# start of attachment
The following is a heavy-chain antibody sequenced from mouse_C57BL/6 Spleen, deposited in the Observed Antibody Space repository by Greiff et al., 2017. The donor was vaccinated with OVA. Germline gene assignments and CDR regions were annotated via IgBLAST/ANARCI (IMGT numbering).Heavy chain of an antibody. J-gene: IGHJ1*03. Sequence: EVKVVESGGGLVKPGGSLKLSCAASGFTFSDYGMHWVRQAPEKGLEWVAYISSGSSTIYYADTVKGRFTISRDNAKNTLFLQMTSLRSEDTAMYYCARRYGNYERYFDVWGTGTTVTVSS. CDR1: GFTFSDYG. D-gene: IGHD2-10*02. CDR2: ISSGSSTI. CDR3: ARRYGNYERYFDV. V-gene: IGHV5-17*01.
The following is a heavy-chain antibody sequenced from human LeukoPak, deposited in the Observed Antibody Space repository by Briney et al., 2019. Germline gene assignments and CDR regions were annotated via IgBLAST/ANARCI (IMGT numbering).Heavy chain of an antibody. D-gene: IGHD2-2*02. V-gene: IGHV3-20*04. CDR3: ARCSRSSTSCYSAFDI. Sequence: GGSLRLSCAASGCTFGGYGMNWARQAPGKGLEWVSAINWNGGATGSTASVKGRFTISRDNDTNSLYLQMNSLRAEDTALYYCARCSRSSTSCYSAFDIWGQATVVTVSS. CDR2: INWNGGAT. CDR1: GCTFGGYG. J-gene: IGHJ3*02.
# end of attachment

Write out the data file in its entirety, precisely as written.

The following is a heavy-chain antibody sequenced from mouse_C57BL/6 Spleen, deposited in the Observed Antibody Space repository by Greiff et al., 2017. The donor was vaccinated with OVA. Germline gene assignments and CDR regions were annotated via IgBLAST/ANARCI (IMGT numbering).Heavy chain of an antibody. J-gene: IGHJ1*03. Sequence: EVKVVESGGGLVKPGGSLKLSCAASGFTFSDYGMHWVRQAPEKGLEWVAYISSGSSTIYYADTVKGRFTISRDNAKNTLFLQMTSLRSEDTAMYYCARRYGNYERYFDVWGTGTTVTVSS. CDR1: GFTFSDYG. D-gene: IGHD2-10*02. CDR2: ISSGSSTI. CDR3: ARRYGNYERYFDV. V-gene: IGHV5-17*01.
The following is a heavy-chain antibody sequenced from human LeukoPak, deposited in the Observed Antibody Space repository by Briney et al., 2019. Germline gene assignments and CDR regions were annotated via IgBLAST/ANARCI (IMGT numbering).Heavy chain of an antibody. D-gene: IGHD2-2*02. V-gene: IGHV3-20*04. CDR3: ARCSRSSTSCYSAFDI. Sequence: GGSLRLSCAASGCTFGGYGMNWARQAPGKGLEWVSAINWNGGATGSTASVKGRFTISRDNDTNSLYLQMNSLRAEDTALYYCARCSRSSTSCYSAFDIWGQATVVTVSS. CDR2: INWNGGAT. CDR1: GCTFGGYG. J-gene: IGHJ3*02.